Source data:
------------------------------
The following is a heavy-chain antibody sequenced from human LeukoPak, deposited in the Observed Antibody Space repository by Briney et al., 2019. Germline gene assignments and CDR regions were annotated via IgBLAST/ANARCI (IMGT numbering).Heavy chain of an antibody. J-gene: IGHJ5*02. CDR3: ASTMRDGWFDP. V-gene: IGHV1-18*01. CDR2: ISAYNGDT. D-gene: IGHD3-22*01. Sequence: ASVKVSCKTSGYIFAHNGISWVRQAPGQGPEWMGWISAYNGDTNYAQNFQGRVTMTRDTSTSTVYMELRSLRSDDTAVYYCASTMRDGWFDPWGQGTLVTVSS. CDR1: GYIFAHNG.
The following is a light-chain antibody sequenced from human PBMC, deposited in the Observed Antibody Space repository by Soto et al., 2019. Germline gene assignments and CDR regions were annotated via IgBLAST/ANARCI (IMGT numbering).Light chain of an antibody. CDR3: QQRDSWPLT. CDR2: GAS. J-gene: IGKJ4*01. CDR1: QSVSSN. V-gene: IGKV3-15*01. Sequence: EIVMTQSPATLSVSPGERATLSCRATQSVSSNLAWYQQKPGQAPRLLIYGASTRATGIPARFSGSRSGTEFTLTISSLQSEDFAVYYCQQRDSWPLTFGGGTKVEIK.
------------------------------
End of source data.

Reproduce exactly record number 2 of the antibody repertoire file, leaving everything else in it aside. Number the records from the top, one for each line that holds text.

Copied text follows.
The following is a light-chain antibody sequenced from human PBMC, deposited in the Observed Antibody Space repository by Soto et al., 2019. Germline gene assignments and CDR regions were annotated via IgBLAST/ANARCI (IMGT numbering).Light chain of an antibody. CDR3: QQRDSWPLT. CDR2: GAS. J-gene: IGKJ4*01. CDR1: QSVSSN. V-gene: IGKV3-15*01. Sequence: EIVMTQSPATLSVSPGERATLSCRATQSVSSNLAWYQQKPGQAPRLLIYGASTRATGIPARFSGSRSGTEFTLTISSLQSEDFAVYYCQQRDSWPLTFGGGTKVEIK.